I was walking in the Adelaide Hills on Sunday, spotting koalas (This is a very relaxing thing to do – they just sit happily stoned in trees, in the most relaxed poses ever – its how I designed some of the neurodynamics tests years ago) when I tripped and fell over. My wife said ‘Have you had a fall”. I retorted quickly “No, I have just fallen over”.
I suddenly felt old. Even grammar can hurt!
Yes, what we say about what has happened to another can prove to be extremely important. Perhaps taking the koala’s lead and not posing would be best done immediately after the unexpected event. What would a koala do once fallen?
I guess I’ll answer my own question. It wouldn’t leap up and pretend nothing had happened while hoping no one noticed.
That’s what humans do – and we pay dearly for all the posing.
Hi Barrett and readers,
The koala is in some trouble – falling out of trees is probably the least of their worries – dogs, cars and most importantly loss of eucalypt forests have made them vulnerable. And I was wrong – they are not “stoned” – they just need to sleep for around 22 hours.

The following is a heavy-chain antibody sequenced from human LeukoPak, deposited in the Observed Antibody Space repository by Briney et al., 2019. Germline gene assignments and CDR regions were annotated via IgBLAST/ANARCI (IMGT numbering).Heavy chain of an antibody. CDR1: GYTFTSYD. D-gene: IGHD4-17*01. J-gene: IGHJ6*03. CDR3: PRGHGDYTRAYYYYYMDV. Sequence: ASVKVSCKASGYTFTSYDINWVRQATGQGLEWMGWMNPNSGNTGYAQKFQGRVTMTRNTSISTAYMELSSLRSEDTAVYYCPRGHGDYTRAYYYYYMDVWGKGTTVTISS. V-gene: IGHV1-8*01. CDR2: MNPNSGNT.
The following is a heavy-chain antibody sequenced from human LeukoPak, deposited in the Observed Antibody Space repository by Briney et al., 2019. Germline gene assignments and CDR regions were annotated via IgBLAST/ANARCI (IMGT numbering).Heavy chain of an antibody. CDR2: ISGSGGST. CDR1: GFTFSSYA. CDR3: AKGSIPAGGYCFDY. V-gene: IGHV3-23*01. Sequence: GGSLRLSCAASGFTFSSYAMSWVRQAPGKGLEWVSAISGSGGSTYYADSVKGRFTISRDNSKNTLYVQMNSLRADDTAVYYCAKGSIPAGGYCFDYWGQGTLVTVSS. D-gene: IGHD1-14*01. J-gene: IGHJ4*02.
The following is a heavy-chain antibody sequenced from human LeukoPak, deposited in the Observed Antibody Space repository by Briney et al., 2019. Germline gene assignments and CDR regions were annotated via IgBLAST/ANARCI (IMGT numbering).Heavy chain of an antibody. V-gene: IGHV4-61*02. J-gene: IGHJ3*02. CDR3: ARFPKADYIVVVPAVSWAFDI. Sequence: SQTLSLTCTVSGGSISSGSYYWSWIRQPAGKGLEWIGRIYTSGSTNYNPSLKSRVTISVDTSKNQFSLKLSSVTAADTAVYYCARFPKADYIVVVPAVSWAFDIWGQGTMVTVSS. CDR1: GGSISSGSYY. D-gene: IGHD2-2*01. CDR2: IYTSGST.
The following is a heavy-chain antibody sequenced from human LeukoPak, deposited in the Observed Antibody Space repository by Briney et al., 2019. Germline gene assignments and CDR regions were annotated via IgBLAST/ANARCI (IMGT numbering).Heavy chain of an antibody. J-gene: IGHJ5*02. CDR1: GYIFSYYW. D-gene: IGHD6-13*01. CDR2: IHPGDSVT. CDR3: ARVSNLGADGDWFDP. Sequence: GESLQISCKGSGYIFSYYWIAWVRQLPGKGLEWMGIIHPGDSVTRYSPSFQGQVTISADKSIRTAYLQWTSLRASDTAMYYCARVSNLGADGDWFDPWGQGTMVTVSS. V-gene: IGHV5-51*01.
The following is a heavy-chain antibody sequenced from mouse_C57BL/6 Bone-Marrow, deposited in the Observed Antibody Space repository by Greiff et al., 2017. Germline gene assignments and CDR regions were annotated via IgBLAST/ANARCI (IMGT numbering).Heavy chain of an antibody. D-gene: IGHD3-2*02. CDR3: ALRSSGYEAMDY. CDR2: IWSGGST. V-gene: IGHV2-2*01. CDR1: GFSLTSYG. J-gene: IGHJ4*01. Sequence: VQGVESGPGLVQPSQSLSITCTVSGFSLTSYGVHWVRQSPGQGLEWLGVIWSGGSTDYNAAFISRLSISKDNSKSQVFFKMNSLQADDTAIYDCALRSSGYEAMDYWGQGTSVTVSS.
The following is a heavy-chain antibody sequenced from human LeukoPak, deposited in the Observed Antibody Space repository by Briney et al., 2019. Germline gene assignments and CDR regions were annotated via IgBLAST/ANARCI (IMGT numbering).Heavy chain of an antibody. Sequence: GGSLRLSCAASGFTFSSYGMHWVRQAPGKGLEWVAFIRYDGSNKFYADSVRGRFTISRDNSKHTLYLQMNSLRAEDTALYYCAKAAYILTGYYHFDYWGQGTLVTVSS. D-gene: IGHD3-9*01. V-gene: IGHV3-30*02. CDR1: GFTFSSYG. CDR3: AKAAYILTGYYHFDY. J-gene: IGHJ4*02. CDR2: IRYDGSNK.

I don’t know what koalas do when they fall – the web is not helpful and I have never seen one fall. I suspect (with hopefully no fractures, and if they weren’t dead to begin with) they get on with life as though nothing has happened. Something nearly impossible for a human.
Life is a process and to me it’s better kept that way where possible without making too many independent entities along the way. (THE fall, THE back etc.) Maybe we should watch more koalas?
I suspect watching any animal do something that would embarrass a human might teach us about enculturation and its effects. A dog in a show ring will behave quite differently than when out. It’s the handler that doesn’t. As Mark Twain (the US) said, “Man is the only animal that can blush – or needs to.” Does our behavior alter our movement and consequently our sense of pain?